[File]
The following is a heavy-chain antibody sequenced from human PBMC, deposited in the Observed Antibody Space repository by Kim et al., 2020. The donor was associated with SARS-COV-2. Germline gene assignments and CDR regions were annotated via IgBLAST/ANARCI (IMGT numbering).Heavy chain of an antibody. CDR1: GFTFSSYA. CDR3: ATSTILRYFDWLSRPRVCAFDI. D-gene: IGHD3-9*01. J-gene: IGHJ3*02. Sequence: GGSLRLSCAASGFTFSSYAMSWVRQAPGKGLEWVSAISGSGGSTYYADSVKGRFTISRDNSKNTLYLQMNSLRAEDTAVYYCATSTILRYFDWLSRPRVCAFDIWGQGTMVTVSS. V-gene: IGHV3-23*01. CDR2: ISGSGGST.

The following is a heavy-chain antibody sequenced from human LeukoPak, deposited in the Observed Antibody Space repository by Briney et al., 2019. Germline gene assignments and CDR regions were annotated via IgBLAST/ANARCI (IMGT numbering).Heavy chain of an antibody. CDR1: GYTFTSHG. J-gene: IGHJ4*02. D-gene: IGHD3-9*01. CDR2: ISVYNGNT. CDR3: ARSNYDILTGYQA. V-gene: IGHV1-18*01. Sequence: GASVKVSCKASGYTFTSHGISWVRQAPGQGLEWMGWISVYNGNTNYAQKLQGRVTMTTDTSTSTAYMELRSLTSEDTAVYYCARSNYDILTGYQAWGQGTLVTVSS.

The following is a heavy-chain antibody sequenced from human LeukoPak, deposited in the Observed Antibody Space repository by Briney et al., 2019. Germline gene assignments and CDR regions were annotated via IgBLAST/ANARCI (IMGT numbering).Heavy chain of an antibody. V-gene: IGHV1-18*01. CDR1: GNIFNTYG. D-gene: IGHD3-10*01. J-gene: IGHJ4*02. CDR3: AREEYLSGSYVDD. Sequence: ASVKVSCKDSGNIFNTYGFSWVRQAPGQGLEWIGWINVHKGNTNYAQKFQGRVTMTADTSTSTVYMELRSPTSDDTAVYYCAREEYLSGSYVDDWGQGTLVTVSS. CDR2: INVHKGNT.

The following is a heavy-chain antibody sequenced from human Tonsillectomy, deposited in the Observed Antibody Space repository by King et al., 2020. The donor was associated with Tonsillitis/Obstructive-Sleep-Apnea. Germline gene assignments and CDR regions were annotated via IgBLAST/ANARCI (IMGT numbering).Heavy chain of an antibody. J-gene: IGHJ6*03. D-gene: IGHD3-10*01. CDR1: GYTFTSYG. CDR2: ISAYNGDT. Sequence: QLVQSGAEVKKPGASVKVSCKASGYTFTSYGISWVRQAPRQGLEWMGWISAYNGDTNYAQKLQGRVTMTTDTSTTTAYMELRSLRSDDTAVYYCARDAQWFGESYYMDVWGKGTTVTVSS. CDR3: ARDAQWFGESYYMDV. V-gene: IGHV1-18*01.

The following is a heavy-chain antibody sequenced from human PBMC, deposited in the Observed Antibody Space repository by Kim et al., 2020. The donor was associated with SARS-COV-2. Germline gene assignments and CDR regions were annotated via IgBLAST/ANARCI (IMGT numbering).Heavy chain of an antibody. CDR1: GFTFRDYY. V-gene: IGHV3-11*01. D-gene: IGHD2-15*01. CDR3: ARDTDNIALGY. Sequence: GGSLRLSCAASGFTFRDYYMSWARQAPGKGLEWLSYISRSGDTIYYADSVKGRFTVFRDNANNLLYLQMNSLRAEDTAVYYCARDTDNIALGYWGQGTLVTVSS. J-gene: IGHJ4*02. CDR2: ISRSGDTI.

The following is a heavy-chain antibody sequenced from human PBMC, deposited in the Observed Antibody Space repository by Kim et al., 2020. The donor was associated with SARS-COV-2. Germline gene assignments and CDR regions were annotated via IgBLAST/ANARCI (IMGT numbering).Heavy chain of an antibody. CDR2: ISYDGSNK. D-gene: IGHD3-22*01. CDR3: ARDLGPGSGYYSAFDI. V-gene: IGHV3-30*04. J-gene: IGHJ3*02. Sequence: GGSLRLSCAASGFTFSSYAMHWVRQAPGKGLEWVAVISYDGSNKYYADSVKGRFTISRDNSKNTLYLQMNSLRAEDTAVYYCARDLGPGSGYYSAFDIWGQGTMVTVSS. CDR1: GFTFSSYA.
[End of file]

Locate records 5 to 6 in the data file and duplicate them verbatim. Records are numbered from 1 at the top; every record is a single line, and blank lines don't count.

The following is a heavy-chain antibody sequenced from human PBMC, deposited in the Observed Antibody Space repository by Kim et al., 2020. The donor was associated with SARS-COV-2. Germline gene assignments and CDR regions were annotated via IgBLAST/ANARCI (IMGT numbering).Heavy chain of an antibody. CDR1: GFTFRDYY. V-gene: IGHV3-11*01. D-gene: IGHD2-15*01. CDR3: ARDTDNIALGY. Sequence: GGSLRLSCAASGFTFRDYYMSWARQAPGKGLEWLSYISRSGDTIYYADSVKGRFTVFRDNANNLLYLQMNSLRAEDTAVYYCARDTDNIALGYWGQGTLVTVSS. J-gene: IGHJ4*02. CDR2: ISRSGDTI.

The following is a heavy-chain antibody sequenced from human PBMC, deposited in the Observed Antibody Space repository by Kim et al., 2020. The donor was associated with SARS-COV-2. Germline gene assignments and CDR regions were annotated via IgBLAST/ANARCI (IMGT numbering).Heavy chain of an antibody. CDR2: ISYDGSNK. D-gene: IGHD3-22*01. CDR3: ARDLGPGSGYYSAFDI. V-gene: IGHV3-30*04. J-gene: IGHJ3*02. Sequence: GGSLRLSCAASGFTFSSYAMHWVRQAPGKGLEWVAVISYDGSNKYYADSVKGRFTISRDNSKNTLYLQMNSLRAEDTAVYYCARDLGPGSGYYSAFDIWGQGTMVTVSS. CDR1: GFTFSSYA.